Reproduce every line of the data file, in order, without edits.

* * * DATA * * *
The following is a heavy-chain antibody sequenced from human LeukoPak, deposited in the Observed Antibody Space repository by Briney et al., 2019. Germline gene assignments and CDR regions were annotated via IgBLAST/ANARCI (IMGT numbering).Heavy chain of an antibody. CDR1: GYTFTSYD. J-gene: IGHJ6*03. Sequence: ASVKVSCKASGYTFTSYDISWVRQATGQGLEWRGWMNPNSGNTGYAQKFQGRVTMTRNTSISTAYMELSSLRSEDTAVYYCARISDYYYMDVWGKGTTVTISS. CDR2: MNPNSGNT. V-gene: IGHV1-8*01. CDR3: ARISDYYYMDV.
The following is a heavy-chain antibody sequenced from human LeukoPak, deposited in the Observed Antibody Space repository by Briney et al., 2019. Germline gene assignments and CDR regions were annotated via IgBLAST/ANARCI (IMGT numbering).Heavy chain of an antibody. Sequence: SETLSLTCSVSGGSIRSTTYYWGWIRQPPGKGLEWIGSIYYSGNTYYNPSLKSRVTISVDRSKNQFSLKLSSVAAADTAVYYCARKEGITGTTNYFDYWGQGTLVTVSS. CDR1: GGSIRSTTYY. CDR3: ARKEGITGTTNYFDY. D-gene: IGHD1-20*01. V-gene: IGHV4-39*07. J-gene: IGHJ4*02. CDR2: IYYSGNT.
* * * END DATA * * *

The following is a heavy-chain antibody sequenced from human LeukoPak, deposited in the Observed Antibody Space repository by Briney et al., 2019. Germline gene assignments and CDR regions were annotated via IgBLAST/ANARCI (IMGT numbering).Heavy chain of an antibody. CDR1: GYTFTSYD. J-gene: IGHJ6*03. Sequence: ASVKVSCKASGYTFTSYDISWVRQATGQGLEWRGWMNPNSGNTGYAQKFQGRVTMTRNTSISTAYMELSSLRSEDTAVYYCARISDYYYMDVWGKGTTVTISS. CDR2: MNPNSGNT. V-gene: IGHV1-8*01. CDR3: ARISDYYYMDV.
The following is a heavy-chain antibody sequenced from human LeukoPak, deposited in the Observed Antibody Space repository by Briney et al., 2019. Germline gene assignments and CDR regions were annotated via IgBLAST/ANARCI (IMGT numbering).Heavy chain of an antibody. Sequence: SETLSLTCSVSGGSIRSTTYYWGWIRQPPGKGLEWIGSIYYSGNTYYNPSLKSRVTISVDRSKNQFSLKLSSVAAADTAVYYCARKEGITGTTNYFDYWGQGTLVTVSS. CDR1: GGSIRSTTYY. CDR3: ARKEGITGTTNYFDY. D-gene: IGHD1-20*01. V-gene: IGHV4-39*07. J-gene: IGHJ4*02. CDR2: IYYSGNT.